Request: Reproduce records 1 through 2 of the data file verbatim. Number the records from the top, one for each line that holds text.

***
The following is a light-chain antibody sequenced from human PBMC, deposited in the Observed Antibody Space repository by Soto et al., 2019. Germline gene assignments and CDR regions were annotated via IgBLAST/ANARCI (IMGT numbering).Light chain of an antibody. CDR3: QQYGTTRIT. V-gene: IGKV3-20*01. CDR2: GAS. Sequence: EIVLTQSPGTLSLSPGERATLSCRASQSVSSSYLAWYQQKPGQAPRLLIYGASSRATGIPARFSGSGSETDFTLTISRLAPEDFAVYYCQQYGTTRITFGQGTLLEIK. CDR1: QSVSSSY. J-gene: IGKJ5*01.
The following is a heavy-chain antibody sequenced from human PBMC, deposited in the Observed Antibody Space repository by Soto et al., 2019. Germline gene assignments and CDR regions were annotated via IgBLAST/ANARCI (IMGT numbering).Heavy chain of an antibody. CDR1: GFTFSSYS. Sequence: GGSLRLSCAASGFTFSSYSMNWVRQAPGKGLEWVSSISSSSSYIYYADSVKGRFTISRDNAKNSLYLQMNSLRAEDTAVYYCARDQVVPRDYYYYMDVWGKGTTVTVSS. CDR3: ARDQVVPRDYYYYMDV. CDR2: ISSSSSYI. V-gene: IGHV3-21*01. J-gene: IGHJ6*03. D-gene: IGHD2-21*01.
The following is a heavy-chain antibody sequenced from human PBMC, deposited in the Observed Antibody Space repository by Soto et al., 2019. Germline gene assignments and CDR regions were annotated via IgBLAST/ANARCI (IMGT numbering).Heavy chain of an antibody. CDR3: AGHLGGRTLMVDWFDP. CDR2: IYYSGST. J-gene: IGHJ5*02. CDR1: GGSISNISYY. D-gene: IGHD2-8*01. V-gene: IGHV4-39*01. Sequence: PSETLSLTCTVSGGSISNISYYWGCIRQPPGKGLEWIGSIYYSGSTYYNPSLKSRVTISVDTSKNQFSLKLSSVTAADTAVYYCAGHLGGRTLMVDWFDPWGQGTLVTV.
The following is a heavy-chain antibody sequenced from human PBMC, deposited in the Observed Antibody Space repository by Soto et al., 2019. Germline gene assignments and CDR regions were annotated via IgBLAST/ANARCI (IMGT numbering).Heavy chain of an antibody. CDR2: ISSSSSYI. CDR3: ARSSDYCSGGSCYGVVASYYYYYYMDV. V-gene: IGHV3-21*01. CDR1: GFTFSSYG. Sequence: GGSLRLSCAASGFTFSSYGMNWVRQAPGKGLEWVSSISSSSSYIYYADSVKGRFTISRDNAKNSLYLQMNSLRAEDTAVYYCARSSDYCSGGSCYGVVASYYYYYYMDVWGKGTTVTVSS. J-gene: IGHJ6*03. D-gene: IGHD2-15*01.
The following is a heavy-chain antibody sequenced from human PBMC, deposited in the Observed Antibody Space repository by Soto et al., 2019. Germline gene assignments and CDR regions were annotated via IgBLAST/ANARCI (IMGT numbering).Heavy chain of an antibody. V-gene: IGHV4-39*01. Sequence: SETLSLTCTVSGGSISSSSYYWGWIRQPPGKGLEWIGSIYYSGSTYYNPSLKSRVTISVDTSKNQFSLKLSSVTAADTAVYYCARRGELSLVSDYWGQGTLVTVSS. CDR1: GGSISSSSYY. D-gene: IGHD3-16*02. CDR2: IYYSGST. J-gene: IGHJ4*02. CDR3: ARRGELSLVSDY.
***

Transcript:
The following is a light-chain antibody sequenced from human PBMC, deposited in the Observed Antibody Space repository by Soto et al., 2019. Germline gene assignments and CDR regions were annotated via IgBLAST/ANARCI (IMGT numbering).Light chain of an antibody. CDR3: QQYGTTRIT. V-gene: IGKV3-20*01. CDR2: GAS. Sequence: EIVLTQSPGTLSLSPGERATLSCRASQSVSSSYLAWYQQKPGQAPRLLIYGASSRATGIPARFSGSGSETDFTLTISRLAPEDFAVYYCQQYGTTRITFGQGTLLEIK. CDR1: QSVSSSY. J-gene: IGKJ5*01.
The following is a heavy-chain antibody sequenced from human PBMC, deposited in the Observed Antibody Space repository by Soto et al., 2019. Germline gene assignments and CDR regions were annotated via IgBLAST/ANARCI (IMGT numbering).Heavy chain of an antibody. CDR1: GFTFSSYS. Sequence: GGSLRLSCAASGFTFSSYSMNWVRQAPGKGLEWVSSISSSSSYIYYADSVKGRFTISRDNAKNSLYLQMNSLRAEDTAVYYCARDQVVPRDYYYYMDVWGKGTTVTVSS. CDR3: ARDQVVPRDYYYYMDV. CDR2: ISSSSSYI. V-gene: IGHV3-21*01. J-gene: IGHJ6*03. D-gene: IGHD2-21*01.